Source | www.hrdive.com : By Riia O’Donnell
eading into 2018, learning professionals have plenty to keep an eye on when it comes to technology. Some trends are showing promising results and requiring leaders to think about their jobs differently.
We asked Christa Manning, vice president of solution provider research for Bersin, Deloitte Consulting LLP, to tell us about these emerging trends in learning to watch for this coming year and beyond.
Manning helps businesses align their workforce support strategies with the right third-party software and service partners and governance models to deliver functional capabilities and employee experiences that support productivity, engagement and workforce efficiency. Questions and answers have been editing for length and clarity.
HR Dive: What’s new in learning technology right now?
Christa Manning: There are so many exciting new things in learning technology. It’s rapidly expanding with innovations to make learning more impactful and relevant.
We’re seeing an explosion of startups doing new things with micro-learning, video and self-authoring tools; and, at the same time, a lot of the bigger platforms starting to incorporate the same type of capabilities right within the flow of work. You might be able to access social media profiles of colleagues who are subject matter experts right from within your email system. Or, in your collaboration platform you could click on a link that would bring you to a piece of micro-video learning that your colleague has created.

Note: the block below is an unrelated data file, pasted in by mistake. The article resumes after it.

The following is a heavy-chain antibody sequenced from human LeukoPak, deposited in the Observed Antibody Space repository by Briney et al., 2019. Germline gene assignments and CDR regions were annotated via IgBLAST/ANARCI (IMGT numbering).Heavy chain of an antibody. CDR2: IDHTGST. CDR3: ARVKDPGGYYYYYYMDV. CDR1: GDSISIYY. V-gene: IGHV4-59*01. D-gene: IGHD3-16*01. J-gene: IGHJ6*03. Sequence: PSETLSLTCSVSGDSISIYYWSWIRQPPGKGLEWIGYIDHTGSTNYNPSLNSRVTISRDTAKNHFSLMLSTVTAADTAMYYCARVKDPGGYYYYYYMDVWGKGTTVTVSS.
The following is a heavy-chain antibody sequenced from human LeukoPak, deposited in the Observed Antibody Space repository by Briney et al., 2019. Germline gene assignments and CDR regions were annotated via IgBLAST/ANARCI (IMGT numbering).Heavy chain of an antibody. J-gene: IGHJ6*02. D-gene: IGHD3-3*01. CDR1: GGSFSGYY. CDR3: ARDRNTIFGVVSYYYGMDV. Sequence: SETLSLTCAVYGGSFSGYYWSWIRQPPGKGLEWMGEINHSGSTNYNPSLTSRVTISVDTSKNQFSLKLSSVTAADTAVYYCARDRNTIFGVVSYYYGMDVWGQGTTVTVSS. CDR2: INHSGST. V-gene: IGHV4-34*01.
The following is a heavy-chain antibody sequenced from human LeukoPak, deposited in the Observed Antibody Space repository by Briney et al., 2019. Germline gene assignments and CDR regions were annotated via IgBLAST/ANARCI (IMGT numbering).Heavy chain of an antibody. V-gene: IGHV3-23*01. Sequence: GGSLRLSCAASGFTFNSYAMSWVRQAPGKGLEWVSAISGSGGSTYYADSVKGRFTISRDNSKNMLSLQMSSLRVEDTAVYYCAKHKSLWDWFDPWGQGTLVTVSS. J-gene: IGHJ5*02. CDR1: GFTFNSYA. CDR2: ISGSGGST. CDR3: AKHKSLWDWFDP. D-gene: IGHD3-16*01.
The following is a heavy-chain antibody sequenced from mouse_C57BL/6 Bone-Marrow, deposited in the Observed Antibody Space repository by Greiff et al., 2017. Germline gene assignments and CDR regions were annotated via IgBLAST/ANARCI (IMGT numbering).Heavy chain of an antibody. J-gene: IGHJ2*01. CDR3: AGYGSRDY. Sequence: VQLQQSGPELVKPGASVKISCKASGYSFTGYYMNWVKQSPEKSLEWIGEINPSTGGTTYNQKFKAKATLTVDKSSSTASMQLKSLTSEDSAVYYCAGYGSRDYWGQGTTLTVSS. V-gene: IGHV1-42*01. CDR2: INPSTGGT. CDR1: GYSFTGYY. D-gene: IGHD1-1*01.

HR Dive: How are employers responding?
Manning: It’s exciting and daunting at the same time because most organizations really never start from a clean slate. They have to come up with a technology strategy where learning and development is a part of it: but you can’t throw the baby out with the bath water. You need to find what’s helping you adapt and change and add and complement.
That’s really brought about the popularity of learning experience platforms, one of the areas we’re most focused on right now, because it tries to tie together the proliferation of lots of different tools and content with more of a self-directed pull by the individual. Self-directed learning and collaborative learning are the two big trends that are impacting technology providers. A new report by Bersin, “Corporate Learning Solutions,” delves deeper into the issue.
HR Dive: How are learning professionals adapting to this shift?
Manning: Curation has come into the role of the learning professional in that you may not be creating content yourself, or leading the creation of content and tracks and curriculum, but facilitating the curation, and the collaborative creation of new content by internal employees and peers helping each other and understanding what assets are out in the marketplace that are popular and impactful and available to the workforce.